Mitchell & Webb Humour Clip on Identity Theft

Gene Wirchenko <genew@ocis.net>
Thu, 01 Jul 2010 13:52:02 -0700

This makes more sense than some security measures:
  http://www.youtube.com/watch?v=CS9ptA3Ya9E

  [Somewhat regressive?  But perhaps typical of popular misunderstanding
  of the risks by RISKS non-readers.  PGN]


Risks of too much emphasis on electronic security

Tony Lima <tony.lima@csueastbay.edu>
Tue, 29 Jun 2010 18:33:49 -0700

Today I received a small order from Amazon.com.  I was happy with the item,
but later my wife glanced at the packing slip and asked, "What IS all this
stuff?"  A quick look proved that there was no resemblance between what was
actually in the box and the packing slip.  Further, the packing slip
contained the full name and address of the intended recipient. I got the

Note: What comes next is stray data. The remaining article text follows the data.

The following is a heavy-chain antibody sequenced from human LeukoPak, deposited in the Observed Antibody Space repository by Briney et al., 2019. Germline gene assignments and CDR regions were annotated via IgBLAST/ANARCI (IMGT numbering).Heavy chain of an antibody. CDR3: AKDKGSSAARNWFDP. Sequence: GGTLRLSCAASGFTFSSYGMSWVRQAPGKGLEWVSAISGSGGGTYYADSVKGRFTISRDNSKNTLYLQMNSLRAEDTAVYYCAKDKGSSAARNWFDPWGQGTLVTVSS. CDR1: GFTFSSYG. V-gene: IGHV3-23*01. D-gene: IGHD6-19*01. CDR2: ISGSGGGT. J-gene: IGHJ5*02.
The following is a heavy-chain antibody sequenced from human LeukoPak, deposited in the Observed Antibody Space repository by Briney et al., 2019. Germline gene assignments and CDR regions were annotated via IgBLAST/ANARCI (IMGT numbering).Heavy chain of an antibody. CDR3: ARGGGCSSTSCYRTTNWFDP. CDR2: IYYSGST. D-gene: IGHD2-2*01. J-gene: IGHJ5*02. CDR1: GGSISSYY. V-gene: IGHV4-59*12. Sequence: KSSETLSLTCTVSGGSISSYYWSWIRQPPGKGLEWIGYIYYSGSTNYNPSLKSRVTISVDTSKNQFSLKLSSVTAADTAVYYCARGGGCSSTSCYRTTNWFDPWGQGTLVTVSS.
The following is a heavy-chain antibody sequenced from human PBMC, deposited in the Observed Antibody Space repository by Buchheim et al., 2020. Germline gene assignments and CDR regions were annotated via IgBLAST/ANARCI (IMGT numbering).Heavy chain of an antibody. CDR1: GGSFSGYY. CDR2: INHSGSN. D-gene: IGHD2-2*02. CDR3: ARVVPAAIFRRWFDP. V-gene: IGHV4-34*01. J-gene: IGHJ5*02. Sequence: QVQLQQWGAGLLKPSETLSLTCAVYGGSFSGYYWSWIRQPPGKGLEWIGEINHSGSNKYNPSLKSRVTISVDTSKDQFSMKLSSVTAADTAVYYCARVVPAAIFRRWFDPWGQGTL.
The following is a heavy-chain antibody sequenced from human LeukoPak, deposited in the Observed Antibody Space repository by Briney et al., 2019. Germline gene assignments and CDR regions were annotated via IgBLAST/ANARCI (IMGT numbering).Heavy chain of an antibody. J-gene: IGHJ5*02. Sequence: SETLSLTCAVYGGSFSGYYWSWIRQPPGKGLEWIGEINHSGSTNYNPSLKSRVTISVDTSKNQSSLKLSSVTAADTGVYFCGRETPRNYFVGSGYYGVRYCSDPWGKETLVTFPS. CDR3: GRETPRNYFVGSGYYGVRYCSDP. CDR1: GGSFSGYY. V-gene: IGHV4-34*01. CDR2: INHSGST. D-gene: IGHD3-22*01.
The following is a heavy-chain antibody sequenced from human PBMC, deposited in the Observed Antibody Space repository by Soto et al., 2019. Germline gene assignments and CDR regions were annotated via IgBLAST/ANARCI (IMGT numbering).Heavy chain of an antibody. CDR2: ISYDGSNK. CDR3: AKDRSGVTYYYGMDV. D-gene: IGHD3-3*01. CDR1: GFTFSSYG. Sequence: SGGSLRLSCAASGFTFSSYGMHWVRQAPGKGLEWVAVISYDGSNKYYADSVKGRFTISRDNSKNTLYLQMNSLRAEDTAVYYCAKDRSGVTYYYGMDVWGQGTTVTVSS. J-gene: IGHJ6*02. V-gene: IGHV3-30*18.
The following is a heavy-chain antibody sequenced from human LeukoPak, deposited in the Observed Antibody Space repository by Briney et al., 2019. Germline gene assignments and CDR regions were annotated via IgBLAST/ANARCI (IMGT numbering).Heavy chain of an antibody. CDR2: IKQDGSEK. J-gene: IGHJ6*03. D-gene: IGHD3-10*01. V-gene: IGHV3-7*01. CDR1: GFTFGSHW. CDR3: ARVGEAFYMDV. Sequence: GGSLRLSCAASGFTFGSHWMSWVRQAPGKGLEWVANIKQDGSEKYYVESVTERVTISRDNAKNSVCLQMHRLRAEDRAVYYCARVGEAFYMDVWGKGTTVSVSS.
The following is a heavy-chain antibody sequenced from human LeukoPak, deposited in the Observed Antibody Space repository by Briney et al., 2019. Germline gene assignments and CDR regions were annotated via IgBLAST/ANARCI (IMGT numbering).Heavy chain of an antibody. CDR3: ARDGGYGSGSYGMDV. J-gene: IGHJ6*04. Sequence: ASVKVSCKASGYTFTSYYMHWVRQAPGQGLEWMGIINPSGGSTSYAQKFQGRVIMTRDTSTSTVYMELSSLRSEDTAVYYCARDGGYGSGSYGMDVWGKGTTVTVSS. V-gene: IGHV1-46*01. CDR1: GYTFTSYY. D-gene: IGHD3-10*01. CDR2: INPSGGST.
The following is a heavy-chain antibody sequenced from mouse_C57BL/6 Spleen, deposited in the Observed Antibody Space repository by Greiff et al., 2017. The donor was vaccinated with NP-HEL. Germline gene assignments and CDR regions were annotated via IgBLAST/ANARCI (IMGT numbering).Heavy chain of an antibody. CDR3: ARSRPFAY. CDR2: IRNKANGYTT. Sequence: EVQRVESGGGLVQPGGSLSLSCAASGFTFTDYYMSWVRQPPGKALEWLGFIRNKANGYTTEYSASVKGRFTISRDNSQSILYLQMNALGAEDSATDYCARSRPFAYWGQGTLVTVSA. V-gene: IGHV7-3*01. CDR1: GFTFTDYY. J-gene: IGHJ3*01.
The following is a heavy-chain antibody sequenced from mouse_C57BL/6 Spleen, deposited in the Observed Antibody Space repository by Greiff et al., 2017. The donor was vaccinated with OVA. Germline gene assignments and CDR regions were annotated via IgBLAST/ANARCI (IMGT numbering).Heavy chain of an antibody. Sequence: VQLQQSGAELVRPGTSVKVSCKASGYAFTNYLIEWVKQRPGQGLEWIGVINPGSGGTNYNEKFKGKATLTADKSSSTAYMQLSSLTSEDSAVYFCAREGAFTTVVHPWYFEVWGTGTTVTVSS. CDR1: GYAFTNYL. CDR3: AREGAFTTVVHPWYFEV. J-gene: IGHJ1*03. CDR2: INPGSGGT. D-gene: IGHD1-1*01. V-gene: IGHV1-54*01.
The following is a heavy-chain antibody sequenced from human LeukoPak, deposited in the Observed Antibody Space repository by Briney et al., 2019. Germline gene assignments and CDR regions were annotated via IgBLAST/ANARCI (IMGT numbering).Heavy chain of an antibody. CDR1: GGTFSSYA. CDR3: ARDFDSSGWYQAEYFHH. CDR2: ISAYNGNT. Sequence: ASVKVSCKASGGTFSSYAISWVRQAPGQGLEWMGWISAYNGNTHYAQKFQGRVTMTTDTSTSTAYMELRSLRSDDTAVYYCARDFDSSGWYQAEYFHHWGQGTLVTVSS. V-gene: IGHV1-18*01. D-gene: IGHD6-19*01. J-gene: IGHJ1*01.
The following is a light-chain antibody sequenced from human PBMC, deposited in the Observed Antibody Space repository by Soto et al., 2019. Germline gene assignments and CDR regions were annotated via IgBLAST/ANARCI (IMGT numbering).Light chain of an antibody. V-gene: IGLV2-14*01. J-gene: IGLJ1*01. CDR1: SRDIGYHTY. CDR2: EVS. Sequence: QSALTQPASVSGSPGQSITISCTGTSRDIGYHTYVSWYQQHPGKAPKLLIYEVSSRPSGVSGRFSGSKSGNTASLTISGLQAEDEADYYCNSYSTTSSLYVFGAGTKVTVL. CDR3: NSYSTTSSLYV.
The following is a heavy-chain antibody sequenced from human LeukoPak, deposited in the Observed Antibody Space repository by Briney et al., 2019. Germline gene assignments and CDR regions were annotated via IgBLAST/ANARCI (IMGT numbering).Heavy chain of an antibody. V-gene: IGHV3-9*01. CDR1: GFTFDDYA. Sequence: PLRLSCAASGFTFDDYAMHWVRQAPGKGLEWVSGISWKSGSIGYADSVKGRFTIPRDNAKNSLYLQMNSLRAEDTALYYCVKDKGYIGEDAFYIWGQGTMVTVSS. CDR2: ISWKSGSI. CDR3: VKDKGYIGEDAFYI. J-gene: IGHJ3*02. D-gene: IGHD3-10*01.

wrong packing slip but the correct item. Without much work (whitepages.com
and Facebook) I was able to find out the intended recipient's home phone
number and full middle name.  I imagine a little additional work would have
revealed even more, but somehow having the word "stalker" attached to my
name is not appealing.

The RISK?  Something we've heard all too often before.  Emphasizing
electronic security at the expense of physical security is not a good
tradeoff.

Oh, yes, when I tried to find a link on the Amazon web site to report this
issue, I was confronted with thousands of links, mainly to FAQ pages.  If I
can figure out a way to contact the intended recipient of the packing slip
without scaring them half to death, I plan to do so.

Prof. Tony Lima, Dept. of Economics, CSU, East Bay, tony.lima@csueastbay.edu
http://www.cbe.csueastbay.edu/~alima (510) 885-3889


When you're on vacation, your cruise line knows

Jeremy Epstein <jeremy.j.epstein@gmail.com>